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2017 Alfa Romeo Giulia Quadrifoglio: Too Much For Its Own Good

Knowing when to say 'when' By ,

It's never easy to break into a club that doesn't want you as a member, especially if that particular gathering of the minds includes Europe's premier brands, each jealously guarding their luxury performance sedan territory like ancient, slumbering dragons crouched on a pile of ill-gotten gold. The temptation in these situations is to amp everything up to 11 in an attempt to 'fit in,' and prove just how worthy you are of inclusion, but this strategy can backfire, especially when character traits that are endearing - even charming - at a lower volume suddenly threaten to overwhelm rather than ingratiate.

Such is the case with the 2017 Alfa Romeo Giulia Quadrifoglio, an achingly attractive car that's been outfitted with the engine equivalent of a thousand mega-sugared eight-year olds trapped in a helium-filled bouncy castle. With sultry good looks, a chassis that can do everything Fred Astaire can do only backwards and in heels, and 505 horsepower stuffed under its hood, this most-potent version of Alfa Romeo's entry-level sedan should be a dream to drive. Instead, it's a cautionary tale of what happens when you overachieve at overachieving.

All that Power, All at Once

The problems begin and end with the 2.9-litre turbocharged V6 that serves as the Alfa Romeo's beating heart. Rated at the previously-mentioned 505 horsepower, and also capable of producing 443 lb-ft of torque, it stands as the mightiest member of its peer group, a cohort that includes the BMW M3, the Mercedes-AMG C63 S and the Cadillac ATS-V. While each of these ribald rivals also offer turbocharged performance, the way the Quadrifoglio doles out its goodies equates closer to 'overdose' than 'overjoyed.' 

With the go-pedal floored, the Giulia remains relatively placid until you've climbed halfway to its 7,250 RPM redline, whereupon it unleashes a sudden burst of muscle that threatens to overwhelm the rear tires in milliseconds while simultaneously catapulting you into the nearest stationary object. This peaky power production in itself wouldn't necessarily be a problem if it weren't for how the car's traction control and drive modes have been so artlessly implemented. 

There are four modes available via a twist of a console-mounted dial: Dynamic, Natural, Advanced Efficiency and Race. Two of them - Natural and Advanced Efficiency - dull throttle response and ratio swaps from the standard eight-speed automatic transmission to the point where the car feels perfectly sane, if somewhat pokey, when cruising around town. Switch to Dynamic and you've poked the tiger, and it's here that things begin to get weird, because Alfa Romeo has elected to not only keep the intervention thresholds for its electronic-traction and stability-control nannies at the same level in Dynamic as they were in the previous two drive modes, but also to make it impossible to individually shut off, or even mitigate, either of these features, thus offering no shades of grey when taming the beast.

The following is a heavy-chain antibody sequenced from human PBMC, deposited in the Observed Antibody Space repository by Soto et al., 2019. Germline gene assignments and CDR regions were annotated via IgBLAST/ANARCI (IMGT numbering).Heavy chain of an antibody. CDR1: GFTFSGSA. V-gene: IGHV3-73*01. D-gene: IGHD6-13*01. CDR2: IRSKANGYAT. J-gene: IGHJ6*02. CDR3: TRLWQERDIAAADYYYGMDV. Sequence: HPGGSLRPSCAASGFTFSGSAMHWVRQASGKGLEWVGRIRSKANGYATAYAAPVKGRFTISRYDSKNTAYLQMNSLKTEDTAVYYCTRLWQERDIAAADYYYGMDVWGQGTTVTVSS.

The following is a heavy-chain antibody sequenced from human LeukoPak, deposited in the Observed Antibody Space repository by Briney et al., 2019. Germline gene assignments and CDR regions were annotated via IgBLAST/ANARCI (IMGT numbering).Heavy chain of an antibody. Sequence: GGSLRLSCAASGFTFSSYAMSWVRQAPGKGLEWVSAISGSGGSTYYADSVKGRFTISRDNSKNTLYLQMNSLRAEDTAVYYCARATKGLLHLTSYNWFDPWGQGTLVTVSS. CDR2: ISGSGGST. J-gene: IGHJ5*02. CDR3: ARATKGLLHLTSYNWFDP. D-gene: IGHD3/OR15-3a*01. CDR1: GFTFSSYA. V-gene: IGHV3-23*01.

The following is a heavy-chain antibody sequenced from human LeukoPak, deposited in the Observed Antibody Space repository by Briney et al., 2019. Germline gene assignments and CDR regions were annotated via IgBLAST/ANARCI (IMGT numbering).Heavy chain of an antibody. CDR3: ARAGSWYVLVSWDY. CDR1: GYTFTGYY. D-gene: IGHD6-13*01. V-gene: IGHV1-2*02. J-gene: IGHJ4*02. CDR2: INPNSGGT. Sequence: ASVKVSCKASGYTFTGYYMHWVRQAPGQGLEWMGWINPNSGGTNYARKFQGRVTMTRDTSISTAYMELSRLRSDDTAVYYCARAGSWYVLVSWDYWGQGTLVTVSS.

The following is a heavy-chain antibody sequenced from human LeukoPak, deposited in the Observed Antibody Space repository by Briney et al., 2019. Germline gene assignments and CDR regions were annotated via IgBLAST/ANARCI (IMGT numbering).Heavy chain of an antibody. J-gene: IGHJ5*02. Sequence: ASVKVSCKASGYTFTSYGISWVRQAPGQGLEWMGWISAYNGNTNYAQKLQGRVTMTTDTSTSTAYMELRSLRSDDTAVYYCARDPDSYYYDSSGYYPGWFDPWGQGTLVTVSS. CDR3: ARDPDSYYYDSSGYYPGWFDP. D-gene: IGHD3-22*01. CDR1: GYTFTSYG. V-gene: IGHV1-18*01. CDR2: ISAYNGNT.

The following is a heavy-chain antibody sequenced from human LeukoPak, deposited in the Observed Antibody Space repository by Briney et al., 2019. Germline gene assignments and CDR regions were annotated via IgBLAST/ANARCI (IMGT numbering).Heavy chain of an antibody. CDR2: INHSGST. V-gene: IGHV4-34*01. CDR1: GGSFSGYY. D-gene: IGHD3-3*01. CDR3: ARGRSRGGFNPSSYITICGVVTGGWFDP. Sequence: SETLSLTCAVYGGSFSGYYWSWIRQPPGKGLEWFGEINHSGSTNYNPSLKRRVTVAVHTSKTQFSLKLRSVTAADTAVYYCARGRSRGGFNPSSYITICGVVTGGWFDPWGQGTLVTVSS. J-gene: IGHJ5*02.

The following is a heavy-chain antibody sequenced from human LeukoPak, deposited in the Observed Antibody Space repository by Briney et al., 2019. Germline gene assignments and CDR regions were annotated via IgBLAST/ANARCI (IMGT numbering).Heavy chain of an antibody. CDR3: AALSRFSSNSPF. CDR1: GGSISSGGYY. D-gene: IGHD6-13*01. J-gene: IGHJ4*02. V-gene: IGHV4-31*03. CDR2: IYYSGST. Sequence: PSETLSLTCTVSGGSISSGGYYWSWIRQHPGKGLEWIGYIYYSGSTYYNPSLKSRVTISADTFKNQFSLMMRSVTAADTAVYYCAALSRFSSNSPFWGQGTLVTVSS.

In fact, if you want unfettered access to the Giulia Quadrifoglio's full glory then you have to throw caution to the wind and twist the car's knob into Race mode, which shuts down every safety system and throws you, screaming and afraid, into the full-throttle insanity that is the sedan's 3.6-second 0-100 km/h capability. Despite being shod in Pirelli P Zero Corsa Asimmetrico tires, which have a treadwear rating somewhere closer to a sneaker dragging behind a skateboard than an actual street tire, the car is willing to switch ends almost instantaneously when relieved from electronic oversight. At the very least it sounds amazing while you're spinning it, as Race mode is the only way you get to sample the car's mellifluous sport exhaust system at full throat.

There were many aspects of the 2017 Alfa Romeo Giulia Quadrifoglio that I enjoyed, including its excellent, razor-sharp handling and some of the best electric power steering you'll encounter in its class. Inside, the cabin is roomy and well-appointed with strongly-bolstered seats, although ergonomic challenges abound in the infotainment system and gauge cluster display. Then there's the styling, a beautiful, electrifying mix of curves and angles that made it hard to stop photographing the car at the end of our session together. 

The Alfa Romeo Giulia Quadrifoglio's over-caffeinated character is out of step with the German and American options it's up against, and while it might be easier to dismiss its boisterous attitude were it priced as a challenger to the establishment, with a window sticker that easily surges past $90,000 it's harder to forgive the lack of refinement and truly baffling drivetrain management that makes flogging the car in an exuberant fashion more akin to being strapped into an off-the-rails rollercoaster than a true merging of driver and machine. If you can reserve the Quadrifoglio exclusively for track days it's possible to make an argument for wringing its neck to get the most out of it lap after lap, but then again if you were seeking a road course missile you wouldn't be compromising with a sedan over a more focused sports car, would you? Lap times notwithstanding, the Alfa had me longing for a more linear, street-friendly engine under its exquisitely proportioned carbon-fibre hood.

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